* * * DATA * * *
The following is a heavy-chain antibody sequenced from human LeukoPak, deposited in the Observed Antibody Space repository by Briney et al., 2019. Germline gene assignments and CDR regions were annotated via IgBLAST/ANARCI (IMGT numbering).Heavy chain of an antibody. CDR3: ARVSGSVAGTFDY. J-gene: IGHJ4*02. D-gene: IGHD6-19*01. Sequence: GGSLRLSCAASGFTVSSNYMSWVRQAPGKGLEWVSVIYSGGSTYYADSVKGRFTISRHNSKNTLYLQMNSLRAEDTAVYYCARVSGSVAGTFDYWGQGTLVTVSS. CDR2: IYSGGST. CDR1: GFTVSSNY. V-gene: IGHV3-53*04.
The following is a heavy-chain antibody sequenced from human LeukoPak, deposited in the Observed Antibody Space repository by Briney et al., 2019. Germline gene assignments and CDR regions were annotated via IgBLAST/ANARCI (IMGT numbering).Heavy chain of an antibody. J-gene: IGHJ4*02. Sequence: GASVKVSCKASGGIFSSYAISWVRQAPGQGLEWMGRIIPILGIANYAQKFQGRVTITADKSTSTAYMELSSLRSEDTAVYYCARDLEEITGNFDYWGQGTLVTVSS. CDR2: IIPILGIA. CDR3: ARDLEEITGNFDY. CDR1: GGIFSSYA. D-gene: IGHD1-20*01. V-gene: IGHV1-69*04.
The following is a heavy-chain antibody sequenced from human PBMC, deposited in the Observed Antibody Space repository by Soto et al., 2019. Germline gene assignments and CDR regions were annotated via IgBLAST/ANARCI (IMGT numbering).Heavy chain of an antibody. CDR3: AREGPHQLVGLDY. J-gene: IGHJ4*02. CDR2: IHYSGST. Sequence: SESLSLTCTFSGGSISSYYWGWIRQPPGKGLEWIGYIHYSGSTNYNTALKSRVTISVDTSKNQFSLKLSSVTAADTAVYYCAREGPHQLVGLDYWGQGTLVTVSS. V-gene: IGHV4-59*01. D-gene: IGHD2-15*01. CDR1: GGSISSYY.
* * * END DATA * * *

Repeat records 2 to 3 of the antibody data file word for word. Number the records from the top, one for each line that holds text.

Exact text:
The following is a heavy-chain antibody sequenced from human LeukoPak, deposited in the Observed Antibody Space repository by Briney et al., 2019. Germline gene assignments and CDR regions were annotated via IgBLAST/ANARCI (IMGT numbering).Heavy chain of an antibody. J-gene: IGHJ4*02. Sequence: GASVKVSCKASGGIFSSYAISWVRQAPGQGLEWMGRIIPILGIANYAQKFQGRVTITADKSTSTAYMELSSLRSEDTAVYYCARDLEEITGNFDYWGQGTLVTVSS. CDR2: IIPILGIA. CDR3: ARDLEEITGNFDY. CDR1: GGIFSSYA. D-gene: IGHD1-20*01. V-gene: IGHV1-69*04.
The following is a heavy-chain antibody sequenced from human PBMC, deposited in the Observed Antibody Space repository by Soto et al., 2019. Germline gene assignments and CDR regions were annotated via IgBLAST/ANARCI (IMGT numbering).Heavy chain of an antibody. CDR3: AREGPHQLVGLDY. J-gene: IGHJ4*02. CDR2: IHYSGST. Sequence: SESLSLTCTFSGGSISSYYWGWIRQPPGKGLEWIGYIHYSGSTNYNTALKSRVTISVDTSKNQFSLKLSSVTAADTAVYYCAREGPHQLVGLDYWGQGTLVTVSS. V-gene: IGHV4-59*01. D-gene: IGHD2-15*01. CDR1: GGSISSYY.